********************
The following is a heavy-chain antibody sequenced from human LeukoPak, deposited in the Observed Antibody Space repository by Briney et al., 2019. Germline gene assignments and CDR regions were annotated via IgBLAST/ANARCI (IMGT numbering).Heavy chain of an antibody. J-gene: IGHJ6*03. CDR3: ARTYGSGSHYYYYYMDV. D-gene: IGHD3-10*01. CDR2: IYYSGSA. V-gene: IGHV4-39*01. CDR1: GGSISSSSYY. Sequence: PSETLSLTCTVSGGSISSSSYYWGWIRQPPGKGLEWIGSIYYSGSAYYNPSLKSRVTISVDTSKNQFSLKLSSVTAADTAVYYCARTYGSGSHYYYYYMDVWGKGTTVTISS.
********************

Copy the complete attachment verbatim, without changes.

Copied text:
The following is a heavy-chain antibody sequenced from human LeukoPak, deposited in the Observed Antibody Space repository by Briney et al., 2019. Germline gene assignments and CDR regions were annotated via IgBLAST/ANARCI (IMGT numbering).Heavy chain of an antibody. J-gene: IGHJ6*03. CDR3: ARTYGSGSHYYYYYMDV. D-gene: IGHD3-10*01. CDR2: IYYSGSA. V-gene: IGHV4-39*01. CDR1: GGSISSSSYY. Sequence: PSETLSLTCTVSGGSISSSSYYWGWIRQPPGKGLEWIGSIYYSGSAYYNPSLKSRVTISVDTSKNQFSLKLSSVTAADTAVYYCARTYGSGSHYYYYYMDVWGKGTTVTISS.